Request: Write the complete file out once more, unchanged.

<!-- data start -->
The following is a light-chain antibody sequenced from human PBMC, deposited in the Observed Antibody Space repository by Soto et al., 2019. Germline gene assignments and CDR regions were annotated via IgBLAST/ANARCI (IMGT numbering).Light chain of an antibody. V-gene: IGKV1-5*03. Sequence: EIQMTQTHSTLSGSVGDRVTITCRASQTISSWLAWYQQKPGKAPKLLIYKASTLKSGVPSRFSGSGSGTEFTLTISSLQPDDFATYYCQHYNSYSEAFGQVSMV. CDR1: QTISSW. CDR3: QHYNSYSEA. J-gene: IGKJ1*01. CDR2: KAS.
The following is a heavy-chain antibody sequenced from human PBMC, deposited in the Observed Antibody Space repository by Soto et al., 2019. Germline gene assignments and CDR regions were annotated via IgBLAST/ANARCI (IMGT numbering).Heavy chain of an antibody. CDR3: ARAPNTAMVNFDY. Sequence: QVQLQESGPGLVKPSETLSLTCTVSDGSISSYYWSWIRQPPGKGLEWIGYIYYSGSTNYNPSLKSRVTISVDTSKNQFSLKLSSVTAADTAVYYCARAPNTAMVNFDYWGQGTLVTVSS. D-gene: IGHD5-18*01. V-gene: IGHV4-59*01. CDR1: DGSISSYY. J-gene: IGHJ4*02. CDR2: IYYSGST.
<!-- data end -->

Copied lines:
The following is a light-chain antibody sequenced from human PBMC, deposited in the Observed Antibody Space repository by Soto et al., 2019. Germline gene assignments and CDR regions were annotated via IgBLAST/ANARCI (IMGT numbering).Light chain of an antibody. V-gene: IGKV1-5*03. Sequence: EIQMTQTHSTLSGSVGDRVTITCRASQTISSWLAWYQQKPGKAPKLLIYKASTLKSGVPSRFSGSGSGTEFTLTISSLQPDDFATYYCQHYNSYSEAFGQVSMV. CDR1: QTISSW. CDR3: QHYNSYSEA. J-gene: IGKJ1*01. CDR2: KAS.
The following is a heavy-chain antibody sequenced from human PBMC, deposited in the Observed Antibody Space repository by Soto et al., 2019. Germline gene assignments and CDR regions were annotated via IgBLAST/ANARCI (IMGT numbering).Heavy chain of an antibody. CDR3: ARAPNTAMVNFDY. Sequence: QVQLQESGPGLVKPSETLSLTCTVSDGSISSYYWSWIRQPPGKGLEWIGYIYYSGSTNYNPSLKSRVTISVDTSKNQFSLKLSSVTAADTAVYYCARAPNTAMVNFDYWGQGTLVTVSS. D-gene: IGHD5-18*01. V-gene: IGHV4-59*01. CDR1: DGSISSYY. J-gene: IGHJ4*02. CDR2: IYYSGST.